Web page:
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In a former part of this volume some improvements are suggested which would certainly be of considerable importance in the neighbourhood of the Custom House. But we think it a duty we owe to our fellow citizens, to recommend the structure of a New Custom House ; for after all that has been said of its present conveniencies, they are inefficient to the purposes of the great currency of trade, which circulates throughout this vast metropolis ; and we cannot suggest a better plan than that of Dublin, in one instance, a head without a body; but here a matter of absolute necessity. The Custom House of Dublin is an elea gant quadrangle, each side the length of Somerset House. The inattention of the citizens to Sir Christopher Wren's plan of a grand quay from the Tower to the Temple, has been severely felt; it is to be hoped that future inattention will not be productive of similar inconvenience.

GOVERNMENT OF THE CUSTOMS. The establishment of the Board of Customs is employed, “not for the purposes of revenue alone, but also for carrying into effect the laws of navigation and trade; upon which the security of the empire, and the protection and encouragement of its commerce and manufactures, essentially depend.

6. The commissioners therefore, under the authority of various acts of parliament, and also under the directions of the Treasury, exercise very extensive and important powers and functions in the general sysem, which comprises the police of the port of London.

They superintend the execution of the laws as they relate to regulations, respecting the lading and discharging of all ships and vessels frequenting the port, which particularly apply to the mode of securing, and ascertaining the amount of his majesty's revenue of customs,-the payment of drawbacks and bounties on goods exported,—the granting licenses, and taking bonds and securities from parties concerned in the importation and exportation of goods. They authorise and appoint sufficient wharfs, where goods may be landed when the business cannot be carried on at the legal quays. They empower inferior officers to enter ou LI 2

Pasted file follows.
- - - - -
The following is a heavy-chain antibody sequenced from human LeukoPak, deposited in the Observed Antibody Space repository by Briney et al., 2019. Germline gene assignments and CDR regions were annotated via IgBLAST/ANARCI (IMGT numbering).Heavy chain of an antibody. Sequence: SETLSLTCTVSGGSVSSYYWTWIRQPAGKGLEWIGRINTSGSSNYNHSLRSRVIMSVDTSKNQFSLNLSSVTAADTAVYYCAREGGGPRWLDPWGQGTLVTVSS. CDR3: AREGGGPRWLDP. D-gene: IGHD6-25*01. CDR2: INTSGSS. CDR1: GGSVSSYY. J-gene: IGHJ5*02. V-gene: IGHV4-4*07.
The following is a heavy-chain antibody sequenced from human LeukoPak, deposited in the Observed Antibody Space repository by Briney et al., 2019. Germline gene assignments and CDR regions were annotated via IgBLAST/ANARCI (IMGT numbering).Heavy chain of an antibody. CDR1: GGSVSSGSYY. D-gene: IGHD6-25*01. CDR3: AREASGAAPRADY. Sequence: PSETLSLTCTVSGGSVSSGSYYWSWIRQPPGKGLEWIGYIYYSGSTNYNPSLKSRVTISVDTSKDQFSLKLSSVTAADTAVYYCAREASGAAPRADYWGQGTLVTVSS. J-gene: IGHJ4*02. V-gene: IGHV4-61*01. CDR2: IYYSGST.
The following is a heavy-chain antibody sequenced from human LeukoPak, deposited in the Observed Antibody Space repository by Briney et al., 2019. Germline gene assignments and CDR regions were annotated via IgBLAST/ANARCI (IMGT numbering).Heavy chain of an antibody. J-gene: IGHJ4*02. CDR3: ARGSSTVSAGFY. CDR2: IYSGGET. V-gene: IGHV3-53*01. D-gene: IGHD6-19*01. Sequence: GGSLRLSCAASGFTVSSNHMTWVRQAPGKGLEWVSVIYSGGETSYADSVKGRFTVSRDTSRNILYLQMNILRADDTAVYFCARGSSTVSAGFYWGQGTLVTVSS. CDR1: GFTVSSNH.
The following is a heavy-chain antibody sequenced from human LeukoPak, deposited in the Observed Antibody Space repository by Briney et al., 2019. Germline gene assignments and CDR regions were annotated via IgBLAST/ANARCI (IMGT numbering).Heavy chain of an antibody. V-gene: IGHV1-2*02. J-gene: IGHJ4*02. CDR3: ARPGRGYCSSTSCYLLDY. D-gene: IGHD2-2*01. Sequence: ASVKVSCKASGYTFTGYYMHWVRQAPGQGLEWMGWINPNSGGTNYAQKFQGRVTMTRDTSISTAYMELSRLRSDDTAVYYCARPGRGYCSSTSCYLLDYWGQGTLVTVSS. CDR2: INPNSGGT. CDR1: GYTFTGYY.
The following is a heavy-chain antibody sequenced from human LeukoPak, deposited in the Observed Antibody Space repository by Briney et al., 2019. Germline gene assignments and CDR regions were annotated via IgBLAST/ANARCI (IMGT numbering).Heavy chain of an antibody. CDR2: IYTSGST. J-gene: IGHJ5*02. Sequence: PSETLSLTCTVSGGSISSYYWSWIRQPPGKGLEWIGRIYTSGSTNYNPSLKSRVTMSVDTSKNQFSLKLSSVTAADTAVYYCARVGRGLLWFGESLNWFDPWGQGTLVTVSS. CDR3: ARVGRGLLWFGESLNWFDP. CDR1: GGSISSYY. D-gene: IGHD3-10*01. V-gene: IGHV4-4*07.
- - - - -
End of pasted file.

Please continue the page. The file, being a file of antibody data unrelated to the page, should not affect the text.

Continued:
board

board of ships and vessels, arriving and discharging, as well as those that are lading outwards,-and to remain so long as they deem necessary for the protection of the revenue. They appoint, preferable, extra, and glut, officers, for this particular duty. They instruct and control the whole of the numerous officers, of all classes, belonging to the different departments of the revenue of the customs. They exercise their discretion in mitigating the severity of the law (subject to the control of the Treasury) in all cases where, from inadvertency or unavoidable causes, an innocent trader may be aggrieved, and where no injury to the revenue was contemplated.

They order prosecutions of illicit traders and others charged with frauds upon the revenue. They direct the sale of seizures, and manage the financial part of the system, with respect to salaries and expences, according to rules which have been established under the authority of parliament, and the Lords of the Treasury. In fine, they superintend all matters and things whatever, which relate to vessels in the service of the customs, or to the control, regulation, or reward of their officers, in every part of England and the colonies. ·